Overmatched Canadiens must move on after one-sided loss to Hurricanes

Brady Skjei, Paul Stastny and Sebastian Aho each scored a goal while Antti Raanta made 14 saves for the shutout, as the Carolina Hurricanes blanked the Montreal Canadiens 3-0.

MONTREAL — The Montreal Canadiens knew what they were going to be up against at the Bell Centre on Saturday night, and the Carolina Hurricanes came swirling into town and delivered it like a right hand to the mouth.

They didn’t just put the pedal down, they stomped it through the floor of the car, forechecking and cycling the Canadiens into oblivion, generating 83 shot attempts to Montreal’s 25, 50 shots to Montreal’s 14 and three goals to Montreal’s zero. They ultimately made this game feel like a 60-minute bag skate.

No one in bleu, blanc et rouge was surprised.

Before the Hurricanes arrived, Canadiens defenceman Jordan Harris said, “They’re relentless. They play man-on-man all over the ice and just don’t let you breathe for the whole game. They keep coming, wave after wave.”

Coach Martin St. Louis echoed the thought on Friday, implying that the second-winningest team in the NHL plays the league’s most unique style.

“You know that some of your concepts are going to get challenged some nights based on your opponent,” said St. Louis, “and I think the way Carolina plays — on top of you and with a lot of pace — our concepts get stretched because we have to do things so much quicker and under pressure. So, it’s a great exercise if you can do it against that.”

The Canadiens couldn’t, and it would be a stretch to suggest they’re taking anything away from the game other than lactic acid buildup, exhaustion and frustration.

We asked St. Louis what else they could possibly pull in, and he said, “Montembeault,” referencing the Canadiens’ goaltender, who was the only player standing up to the Hurricanes.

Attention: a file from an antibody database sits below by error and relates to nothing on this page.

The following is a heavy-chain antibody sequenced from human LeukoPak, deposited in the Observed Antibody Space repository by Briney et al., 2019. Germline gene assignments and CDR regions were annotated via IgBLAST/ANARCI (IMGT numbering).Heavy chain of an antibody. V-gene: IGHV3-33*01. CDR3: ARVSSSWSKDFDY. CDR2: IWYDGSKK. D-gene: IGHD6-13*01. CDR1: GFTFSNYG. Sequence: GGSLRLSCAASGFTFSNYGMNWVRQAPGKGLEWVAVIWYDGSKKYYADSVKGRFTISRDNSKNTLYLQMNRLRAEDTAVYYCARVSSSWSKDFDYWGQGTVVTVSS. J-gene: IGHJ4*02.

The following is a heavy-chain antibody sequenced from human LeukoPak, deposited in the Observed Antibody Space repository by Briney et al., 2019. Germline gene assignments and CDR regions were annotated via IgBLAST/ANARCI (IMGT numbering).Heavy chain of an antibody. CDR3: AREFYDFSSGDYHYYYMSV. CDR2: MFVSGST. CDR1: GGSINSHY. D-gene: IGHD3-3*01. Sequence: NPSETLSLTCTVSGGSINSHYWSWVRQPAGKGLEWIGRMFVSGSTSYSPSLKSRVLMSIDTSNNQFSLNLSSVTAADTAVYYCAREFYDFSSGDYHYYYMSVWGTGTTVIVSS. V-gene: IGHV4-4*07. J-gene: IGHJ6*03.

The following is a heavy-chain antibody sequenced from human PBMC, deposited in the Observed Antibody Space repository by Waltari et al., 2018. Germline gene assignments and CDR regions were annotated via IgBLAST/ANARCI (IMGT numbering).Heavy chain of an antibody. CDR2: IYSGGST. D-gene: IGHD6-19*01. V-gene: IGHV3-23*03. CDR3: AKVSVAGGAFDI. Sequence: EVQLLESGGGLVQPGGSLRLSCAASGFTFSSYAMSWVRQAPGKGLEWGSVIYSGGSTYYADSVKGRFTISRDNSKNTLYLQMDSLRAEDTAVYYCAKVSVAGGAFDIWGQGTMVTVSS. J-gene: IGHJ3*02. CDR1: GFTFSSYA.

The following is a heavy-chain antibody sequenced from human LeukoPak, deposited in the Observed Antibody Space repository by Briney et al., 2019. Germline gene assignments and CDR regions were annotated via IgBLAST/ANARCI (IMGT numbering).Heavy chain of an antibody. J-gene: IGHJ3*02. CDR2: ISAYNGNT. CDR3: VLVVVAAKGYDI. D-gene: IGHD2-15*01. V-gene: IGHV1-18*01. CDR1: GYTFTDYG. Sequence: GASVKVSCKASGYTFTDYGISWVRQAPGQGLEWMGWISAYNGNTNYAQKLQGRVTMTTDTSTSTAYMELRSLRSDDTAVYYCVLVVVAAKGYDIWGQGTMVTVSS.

Put another way, there’s no grand lesson for the Canadiens in this one.

They couldn’t complete a pass, let alone get in the way of one the Hurricanes were making. They tried and failed, over and over and over again. To see four of their six defencemen finish without a single body check, despite the puck being in Carolina’s possession for the whole night, said much about how this one went.

“I think we got what we deserved,” said Joel Armia, who returned from a 19-game absence with a respiratory infection for this wind sucker.

“I’m trying to move on from it,” said captain Nick Suzuki. “It was frustrating the whole game. Hardly had the puck and when we did, they were on top of us and we were just turning too many pucks over. And when we had possession in the o-zone, we just gave it back to them. So it was just a really frustrating game. Just trying to forget about it.”

Good plan, because the Canadiens have five games left and there’s no point dwelling on this one if they hope to finish the season on a more positive note.

They were overmatched before this game even got underway, and they knew it.

It didn’t help that Rafael Harvey-Pinard was ruled out so he could heal some bumps and bruises that had accumulated.

Not having David Savard, who’s been a heart-and-soul player for the Canadiens all season, was tough as well.

He won’t be back. Neither will Kaiden Guhle, Josh Anderson, Cole Caufield, Juraj Slafkovsky, Christian Dvorak, Arber Xhekaj and (unofficially, but almost certainly) Sean Monahan.

That ridiculous situation didn’t appear to impede the Canadiens’ progress all that much — in terms of their individual development and their growth as a team — before this week. But it appeared to catch up to them on Tuesday, when they suffered a tough loss to the Philadelphia Flyers.

It wasn’t much better against the Florida Panthers before the Canadiens got walloped by the Hurricanes on Saturday.

“You can see they’re a team that’s ready to go to the playoffs,” said St. Louis.

His own was mathematically eliminated earlier this week and virtually eliminated before the end of December.

The Canadiens fought hard in games they had no business being in, defied the odds on many nights with a lineup that was seemingly scrapped together with duct tape, but just couldn’t come close to doing it in this one.

You couldn’t blame them for being discouraged.

“I think you kind of see we have a long way to go until we can be competing for the Cup,” said Harris. “I think we see flashes along the way, and that’s really promising.

“But they’re a very good team. They stay in their gameplan and their consistency throughout the whole game is a major thing that we can try to emulate.”

That should be an easier task against Detroit on Tuesday.

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